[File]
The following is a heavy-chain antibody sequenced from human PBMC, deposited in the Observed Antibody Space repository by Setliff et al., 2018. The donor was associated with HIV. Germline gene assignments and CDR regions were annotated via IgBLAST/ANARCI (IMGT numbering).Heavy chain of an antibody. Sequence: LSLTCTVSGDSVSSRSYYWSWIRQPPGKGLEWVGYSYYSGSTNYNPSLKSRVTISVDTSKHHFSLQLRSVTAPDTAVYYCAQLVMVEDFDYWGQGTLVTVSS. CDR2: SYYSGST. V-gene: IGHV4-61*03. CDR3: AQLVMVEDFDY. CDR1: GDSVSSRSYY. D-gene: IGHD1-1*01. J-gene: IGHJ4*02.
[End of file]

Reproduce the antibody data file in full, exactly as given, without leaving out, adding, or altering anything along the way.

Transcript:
The following is a heavy-chain antibody sequenced from human PBMC, deposited in the Observed Antibody Space repository by Setliff et al., 2018. The donor was associated with HIV. Germline gene assignments and CDR regions were annotated via IgBLAST/ANARCI (IMGT numbering).Heavy chain of an antibody. Sequence: LSLTCTVSGDSVSSRSYYWSWIRQPPGKGLEWVGYSYYSGSTNYNPSLKSRVTISVDTSKHHFSLQLRSVTAPDTAVYYCAQLVMVEDFDYWGQGTLVTVSS. CDR2: SYYSGST. V-gene: IGHV4-61*03. CDR3: AQLVMVEDFDY. CDR1: GDSVSSRSYY. D-gene: IGHD1-1*01. J-gene: IGHJ4*02.